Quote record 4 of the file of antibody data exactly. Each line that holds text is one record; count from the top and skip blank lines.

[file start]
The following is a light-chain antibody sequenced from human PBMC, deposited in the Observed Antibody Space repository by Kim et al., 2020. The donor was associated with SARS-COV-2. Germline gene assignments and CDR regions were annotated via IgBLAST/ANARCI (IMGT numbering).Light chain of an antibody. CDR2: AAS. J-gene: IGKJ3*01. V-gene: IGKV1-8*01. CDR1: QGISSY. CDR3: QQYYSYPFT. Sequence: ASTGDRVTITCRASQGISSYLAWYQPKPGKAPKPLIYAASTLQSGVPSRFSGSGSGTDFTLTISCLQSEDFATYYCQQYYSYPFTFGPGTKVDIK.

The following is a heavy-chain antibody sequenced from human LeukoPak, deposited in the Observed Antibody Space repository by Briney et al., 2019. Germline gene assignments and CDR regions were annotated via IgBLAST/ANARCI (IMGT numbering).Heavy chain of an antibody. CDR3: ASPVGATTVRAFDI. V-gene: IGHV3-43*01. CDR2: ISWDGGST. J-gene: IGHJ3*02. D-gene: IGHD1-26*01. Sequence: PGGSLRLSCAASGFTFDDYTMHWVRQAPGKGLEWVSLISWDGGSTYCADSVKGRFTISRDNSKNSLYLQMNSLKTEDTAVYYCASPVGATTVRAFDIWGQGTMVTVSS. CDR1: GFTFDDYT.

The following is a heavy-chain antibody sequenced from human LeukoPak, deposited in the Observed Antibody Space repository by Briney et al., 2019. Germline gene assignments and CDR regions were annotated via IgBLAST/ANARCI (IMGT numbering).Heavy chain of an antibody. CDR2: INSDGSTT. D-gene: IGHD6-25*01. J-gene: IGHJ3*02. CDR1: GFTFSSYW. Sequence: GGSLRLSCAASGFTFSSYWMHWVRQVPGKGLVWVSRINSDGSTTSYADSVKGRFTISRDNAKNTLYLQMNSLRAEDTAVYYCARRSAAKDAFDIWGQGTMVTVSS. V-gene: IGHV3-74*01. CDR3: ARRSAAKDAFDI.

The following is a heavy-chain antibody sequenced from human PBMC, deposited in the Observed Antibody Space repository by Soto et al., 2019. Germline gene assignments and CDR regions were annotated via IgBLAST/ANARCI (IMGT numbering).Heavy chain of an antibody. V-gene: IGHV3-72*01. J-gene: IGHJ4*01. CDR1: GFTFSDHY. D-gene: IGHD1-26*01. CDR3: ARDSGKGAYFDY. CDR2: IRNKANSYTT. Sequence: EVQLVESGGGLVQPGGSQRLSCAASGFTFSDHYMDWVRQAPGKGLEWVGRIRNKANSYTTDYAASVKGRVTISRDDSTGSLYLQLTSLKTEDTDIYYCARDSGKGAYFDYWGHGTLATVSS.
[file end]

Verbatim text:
The following is a heavy-chain antibody sequenced from human PBMC, deposited in the Observed Antibody Space repository by Soto et al., 2019. Germline gene assignments and CDR regions were annotated via IgBLAST/ANARCI (IMGT numbering).Heavy chain of an antibody. V-gene: IGHV3-72*01. J-gene: IGHJ4*01. CDR1: GFTFSDHY. D-gene: IGHD1-26*01. CDR3: ARDSGKGAYFDY. CDR2: IRNKANSYTT. Sequence: EVQLVESGGGLVQPGGSQRLSCAASGFTFSDHYMDWVRQAPGKGLEWVGRIRNKANSYTTDYAASVKGRVTISRDDSTGSLYLQLTSLKTEDTDIYYCARDSGKGAYFDYWGHGTLATVSS.